The Rock Art Network Paul Taçon
The Rock Art Network Paul Taçon
The Rock Art Network Paul Taçon
Paul Taçon
The Histories of Australian Rock Art Research symposium, 8-9 December 2019, Griffith University, Gold Coast, Queensland, Australia
5 November 2019

by Paul Taçon
ARC Australian Laureate Fellow (2016-2021).
Chair in Rock Art Research and Professor of Anthropology and Archaeology, Griffith University, Australia.
Director, The Place, Evolution and Rock Art Heritage Unit (PERAHU)

Emerging Consciousness and New Media: The Management of Rock Art in Southeast Asia and New Opportunities for Communicating Its Significance
After tens of thousands of years of Indigenous rock art production, curation, inspiration, contemplation and renewal people arriving from faraway lands also began to take an interest in Australia’s incredible rock art diversity and history. This began in 1788, soon after the arrival of Governor Arthur Phillip and his men from Great Britain and the establishment of Port Jackson (now Sydney). In 1803 rock art on Chasm Island, Arnhem Land, Northern Territory, was remarked upon by maritime explorer Matthew Flinders, with some panels recorded by artist William Westall. Interest in Australia’s rock art has grown steadily since, with recent efforts accelerating over the past 100 years and especially since the 1980s.

But there comes a time in every field of research when enough time has passed for its early practitioners to become founding members and their actions to become the subject of critical reflection. Now is that time for the study of Australian rock art. This complex history of research is imbued with unique personalities, international influences, politically charged debate, and shifting relationships within and across established disciplines, such as archaeology. The Histories of Australian Rock Art Research symposium aims to bring together people to reflect upon unique events, ideas and trajectories in the history of Australian rock art. Papers will reflect from a variety of viewpoints, including but not limited to the discussion of Australian rock art research from international perspectives, Indigenous engagement and community experiences, regional studies, reflections on the work of individuals, particular sites, techniques and influential paradigms.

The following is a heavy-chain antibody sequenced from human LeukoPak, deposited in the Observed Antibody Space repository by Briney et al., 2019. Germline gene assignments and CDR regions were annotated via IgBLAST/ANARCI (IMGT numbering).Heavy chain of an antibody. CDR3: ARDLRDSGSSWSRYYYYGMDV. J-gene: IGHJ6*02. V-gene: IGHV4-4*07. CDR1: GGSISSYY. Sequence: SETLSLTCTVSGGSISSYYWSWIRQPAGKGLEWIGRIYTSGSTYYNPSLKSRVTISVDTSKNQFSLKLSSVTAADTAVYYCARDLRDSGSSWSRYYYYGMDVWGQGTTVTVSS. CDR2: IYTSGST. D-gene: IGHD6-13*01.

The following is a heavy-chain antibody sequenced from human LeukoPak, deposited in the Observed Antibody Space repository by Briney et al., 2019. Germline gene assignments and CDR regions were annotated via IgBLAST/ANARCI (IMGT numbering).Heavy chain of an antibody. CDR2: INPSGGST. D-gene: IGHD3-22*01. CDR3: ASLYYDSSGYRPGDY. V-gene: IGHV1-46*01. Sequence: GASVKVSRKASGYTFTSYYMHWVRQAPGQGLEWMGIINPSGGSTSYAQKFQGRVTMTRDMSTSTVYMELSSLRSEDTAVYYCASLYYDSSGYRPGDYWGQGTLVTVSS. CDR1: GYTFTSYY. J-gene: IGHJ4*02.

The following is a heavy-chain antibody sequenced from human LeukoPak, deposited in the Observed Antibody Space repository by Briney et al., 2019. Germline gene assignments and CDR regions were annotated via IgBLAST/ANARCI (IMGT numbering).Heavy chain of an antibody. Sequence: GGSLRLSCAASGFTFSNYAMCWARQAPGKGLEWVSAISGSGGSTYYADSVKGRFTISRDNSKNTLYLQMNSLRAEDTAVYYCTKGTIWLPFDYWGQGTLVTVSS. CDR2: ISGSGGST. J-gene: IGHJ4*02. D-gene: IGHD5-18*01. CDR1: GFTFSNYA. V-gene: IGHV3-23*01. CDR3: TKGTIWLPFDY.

With 29 presentations over two days we have a full program and one representing the diversity of rock art research in Australia. We are particularly delighted to have 14 Indigenous/First Nation presenters from Western Australia, Victoria and the Northern Territory. Their stories of past and current rock art research in their country will bring an important element to these histories and will help to guide ongoing rock art research across Australia. The intense interest in this symposium took us a little by surprise. We had expected a small, tightly focused collection of papers, but were happily overwhelmed with abstracts from across Australia and neighbouring countries. This suggests that the timing is right for these discussions.

The symposium is organised by Sally K. May (Place, Evolution and Rock Art Heritage Unit, Griffith University), Ursula Frederick (the Australian National University), Paul S.C. Taçon (Place, Evolution and Rock Art Heritage Unit, Griffith University) and Jo McDonald (Centre for Rock Art Research + Management, University of Western Australia). Rock Art Network members Taçon and McDonald will be giving opening and closing papers; Rock Art Network member Richard Kuba will also be giving a paper. The symposium is sponsored by Paul S.C. Taçon’s Australian Research Council Laureate Project grant ‘Australian rock art history, conservation and Indigenous well-being’ (FL160100123), Griffith University’s Centre for Social and Cultural Research, Griffith University’s School of Humanities, Languages and Social Science, as well as Australia ICOMOS through the National Scientific Committee for Rock Art and the Indigenous Conference Fund.

We hope that this symposium inspires reflection and re-evaluation and helps to guide continuing collaborative rock art research, conservation and management programs into the future. For more details and to view the preliminary program go to:
https://www.griffith.edu.au/griffith-centre-social-cultural-research/place-evolution-and-rock-art-heritage-unit/rock-art-histories-symposium

You can also follow the symposium on social media: #rockarthistories.

UCLA Cotsen Institute of Archaeology

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